Fig. 2 In vitro evaluation of ionizable lipid candidates.

Ionizable lipid candidates were formulated into LNPs with mFLuc, and their efficacy was evaluated in vitro. After incubation with ApoE, LNPs were treated to HeLa cells (96 wells) at mRNA dose of 100 ng (n = 4). (A) Expression of mFLuc after transfection of HeLa cells in the presence of serum and (B) in the presence or absence of ApoE. (C) ApoE rescues the transfection efficiency of 246C10 in the absence of serum. (D) Pretreatment of anti-LDLR antibody (Ab) to HeLa cells decreased luciferase expression in 246C10 LNP–treated HeLa cells. P > 0.05, ***P < 0.001 as compared with antibody-pretreated cells. FBS, fetal bovine serum.

In vivo evaluation of ionizable LNP candidates for biodistribution and gene regulation

In addition to the in vitro evaluation of ionizable lipid candidates, we evaluated ionizable lipid candidates in vivo. LNPs with high transfection ability in previous data were pooled and formulated with mFLuc to confirm their biodistribution and FLuc expression. Sizes of mFLuc-loaded 244C10, 245C10, 246C10 LNPs were validated before injection. The mean particle size of LNPs remained relatively similar (60 to 70 nm). Formulated LNPs were intravenously injected to C57BL/6 mice. Luminescence was evaluated 3 hours after injection via live-animal and ex vivo organ imaging. As shown in Fig. 3, 244C10, 245C10, and 246C10 LNPs mediated the liver-specific delivery and expression of mFLuc. Like the in vitro cellular study, 246C10 LNPs showed the highest luciferase expression in the liver. In addition, ex vivo imaging of five different organs (liver, kidney, lung, spleen, and heart) supported the liver tissue–specific expression of mFLuc using 246C10 LNPs.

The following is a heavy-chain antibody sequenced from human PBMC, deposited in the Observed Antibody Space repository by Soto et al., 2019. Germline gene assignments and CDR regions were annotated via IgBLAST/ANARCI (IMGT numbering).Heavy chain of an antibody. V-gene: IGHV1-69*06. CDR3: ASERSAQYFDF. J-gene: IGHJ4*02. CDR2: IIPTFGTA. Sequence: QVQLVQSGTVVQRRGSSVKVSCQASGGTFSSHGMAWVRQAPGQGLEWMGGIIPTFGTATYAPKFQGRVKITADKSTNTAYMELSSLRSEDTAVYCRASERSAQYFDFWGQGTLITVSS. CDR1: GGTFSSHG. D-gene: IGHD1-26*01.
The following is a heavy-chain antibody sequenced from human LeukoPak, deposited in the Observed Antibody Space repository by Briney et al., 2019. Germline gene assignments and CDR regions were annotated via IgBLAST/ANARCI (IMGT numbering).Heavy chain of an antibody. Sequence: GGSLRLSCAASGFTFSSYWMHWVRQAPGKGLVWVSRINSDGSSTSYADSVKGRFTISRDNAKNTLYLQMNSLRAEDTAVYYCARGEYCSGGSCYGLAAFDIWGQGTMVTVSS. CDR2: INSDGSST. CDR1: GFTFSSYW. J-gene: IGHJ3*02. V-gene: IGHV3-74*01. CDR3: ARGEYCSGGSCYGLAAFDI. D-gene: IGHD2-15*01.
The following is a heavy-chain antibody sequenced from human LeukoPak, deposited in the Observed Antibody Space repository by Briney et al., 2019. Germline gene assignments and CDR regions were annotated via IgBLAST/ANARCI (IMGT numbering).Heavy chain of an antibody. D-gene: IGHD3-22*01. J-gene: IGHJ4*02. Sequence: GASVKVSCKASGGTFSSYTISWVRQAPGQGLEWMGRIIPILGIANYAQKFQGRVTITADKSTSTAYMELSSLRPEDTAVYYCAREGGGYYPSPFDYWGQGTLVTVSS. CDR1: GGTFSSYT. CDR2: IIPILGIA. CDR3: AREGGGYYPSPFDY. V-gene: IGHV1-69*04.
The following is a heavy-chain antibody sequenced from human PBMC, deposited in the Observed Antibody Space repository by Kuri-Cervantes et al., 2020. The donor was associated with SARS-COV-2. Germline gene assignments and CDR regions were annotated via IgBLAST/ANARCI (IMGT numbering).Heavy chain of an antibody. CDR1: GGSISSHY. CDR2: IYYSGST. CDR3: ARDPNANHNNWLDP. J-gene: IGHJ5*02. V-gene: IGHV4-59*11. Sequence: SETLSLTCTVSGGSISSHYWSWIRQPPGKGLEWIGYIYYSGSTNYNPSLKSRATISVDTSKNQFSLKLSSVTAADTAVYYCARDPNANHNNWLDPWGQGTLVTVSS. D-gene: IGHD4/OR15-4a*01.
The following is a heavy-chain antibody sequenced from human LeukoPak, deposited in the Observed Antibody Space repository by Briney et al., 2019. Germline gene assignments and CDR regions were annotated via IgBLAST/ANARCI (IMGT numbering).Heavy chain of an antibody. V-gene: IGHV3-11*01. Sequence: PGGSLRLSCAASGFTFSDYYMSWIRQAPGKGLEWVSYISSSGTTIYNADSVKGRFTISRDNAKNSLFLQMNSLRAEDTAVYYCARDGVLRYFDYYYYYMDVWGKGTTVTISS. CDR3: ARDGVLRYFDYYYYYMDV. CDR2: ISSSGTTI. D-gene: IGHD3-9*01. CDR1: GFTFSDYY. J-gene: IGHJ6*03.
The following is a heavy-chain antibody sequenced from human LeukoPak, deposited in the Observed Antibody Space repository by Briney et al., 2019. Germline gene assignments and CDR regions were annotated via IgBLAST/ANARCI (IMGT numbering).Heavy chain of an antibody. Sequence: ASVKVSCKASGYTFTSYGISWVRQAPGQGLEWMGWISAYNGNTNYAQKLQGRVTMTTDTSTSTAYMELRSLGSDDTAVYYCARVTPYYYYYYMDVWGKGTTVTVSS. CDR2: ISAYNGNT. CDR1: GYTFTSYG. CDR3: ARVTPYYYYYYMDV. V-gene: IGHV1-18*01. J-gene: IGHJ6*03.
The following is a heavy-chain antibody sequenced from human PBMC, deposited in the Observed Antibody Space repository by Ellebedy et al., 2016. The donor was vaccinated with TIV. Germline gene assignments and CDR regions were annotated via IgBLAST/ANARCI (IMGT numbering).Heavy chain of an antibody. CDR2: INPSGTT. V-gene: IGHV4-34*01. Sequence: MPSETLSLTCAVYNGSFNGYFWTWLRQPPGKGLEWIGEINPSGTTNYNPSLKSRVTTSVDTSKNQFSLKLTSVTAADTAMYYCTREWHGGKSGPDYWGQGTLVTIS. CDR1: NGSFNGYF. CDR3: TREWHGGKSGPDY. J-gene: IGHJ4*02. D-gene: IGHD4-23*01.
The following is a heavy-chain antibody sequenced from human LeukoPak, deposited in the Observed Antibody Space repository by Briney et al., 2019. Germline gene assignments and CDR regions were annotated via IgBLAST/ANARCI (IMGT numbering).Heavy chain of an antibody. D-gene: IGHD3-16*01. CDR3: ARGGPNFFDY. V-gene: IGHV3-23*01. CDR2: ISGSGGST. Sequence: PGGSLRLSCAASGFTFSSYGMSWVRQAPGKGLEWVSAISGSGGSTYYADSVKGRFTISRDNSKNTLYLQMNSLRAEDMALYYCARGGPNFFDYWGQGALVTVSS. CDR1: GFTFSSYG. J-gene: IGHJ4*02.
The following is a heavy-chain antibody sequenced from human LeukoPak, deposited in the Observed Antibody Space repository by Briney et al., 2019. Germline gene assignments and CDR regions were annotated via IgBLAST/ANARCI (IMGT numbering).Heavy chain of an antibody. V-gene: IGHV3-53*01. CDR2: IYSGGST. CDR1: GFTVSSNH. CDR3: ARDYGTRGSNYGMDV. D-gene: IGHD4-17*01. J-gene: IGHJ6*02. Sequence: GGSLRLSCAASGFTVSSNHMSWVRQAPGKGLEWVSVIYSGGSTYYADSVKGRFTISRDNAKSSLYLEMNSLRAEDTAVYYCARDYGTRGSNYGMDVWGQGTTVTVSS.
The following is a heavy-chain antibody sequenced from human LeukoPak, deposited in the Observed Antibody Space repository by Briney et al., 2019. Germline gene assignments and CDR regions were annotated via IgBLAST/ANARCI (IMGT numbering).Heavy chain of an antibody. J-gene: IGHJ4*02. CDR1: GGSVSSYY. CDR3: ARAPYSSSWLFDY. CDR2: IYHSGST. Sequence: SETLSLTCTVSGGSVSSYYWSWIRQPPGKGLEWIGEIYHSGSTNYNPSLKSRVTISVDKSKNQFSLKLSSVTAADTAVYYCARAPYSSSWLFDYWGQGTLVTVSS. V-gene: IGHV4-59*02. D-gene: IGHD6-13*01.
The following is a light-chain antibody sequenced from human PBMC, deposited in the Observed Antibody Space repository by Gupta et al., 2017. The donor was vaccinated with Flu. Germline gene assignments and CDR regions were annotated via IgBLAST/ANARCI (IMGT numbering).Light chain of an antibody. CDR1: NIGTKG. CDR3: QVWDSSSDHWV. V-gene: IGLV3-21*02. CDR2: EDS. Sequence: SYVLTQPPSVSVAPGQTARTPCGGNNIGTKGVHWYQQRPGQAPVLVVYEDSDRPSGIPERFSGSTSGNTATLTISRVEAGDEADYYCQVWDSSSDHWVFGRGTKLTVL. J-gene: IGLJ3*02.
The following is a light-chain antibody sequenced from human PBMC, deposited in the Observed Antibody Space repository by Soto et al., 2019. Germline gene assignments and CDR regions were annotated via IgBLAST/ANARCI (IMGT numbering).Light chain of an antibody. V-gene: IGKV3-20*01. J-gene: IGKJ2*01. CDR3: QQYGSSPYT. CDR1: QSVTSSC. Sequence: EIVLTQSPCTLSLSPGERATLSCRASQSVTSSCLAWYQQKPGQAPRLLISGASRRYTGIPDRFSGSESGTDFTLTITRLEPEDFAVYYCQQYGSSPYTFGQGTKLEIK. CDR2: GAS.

Fig. 3 In vivo evaluation of ionizable lipid candidates (mFLuc).

Ionizable lipid candidates were formulated with mFLuc. mFLuc-loaded LNPs were injected to C57BL/6 mice at mRNA dose of 0.1 mg/kg. Three hours after injection, bioluminescence was analyzed. 244C10- to 246C10-formulated LNPs resulted in potent luciferase expression. Ex vivo organ image showed that LNPs were mostly uptaken into liver. p, photons; PDI, polydispersity index.

To figure out the impact of ApoE on the cellular uptake of 246C10 LNPs in vivo, we also evaluated luciferase expression in ApoE knockout mice (fig. S5, A to D). By injecting ApoE-associated 246C10 LNPs in the ApoE knockout mice, luciferase expression was substantially increased in the liver. The result was consistent with in vitro cellular uptake results and demonstrated that ApoE association could facilitate the delivery of 246C10 LNPs to the liver.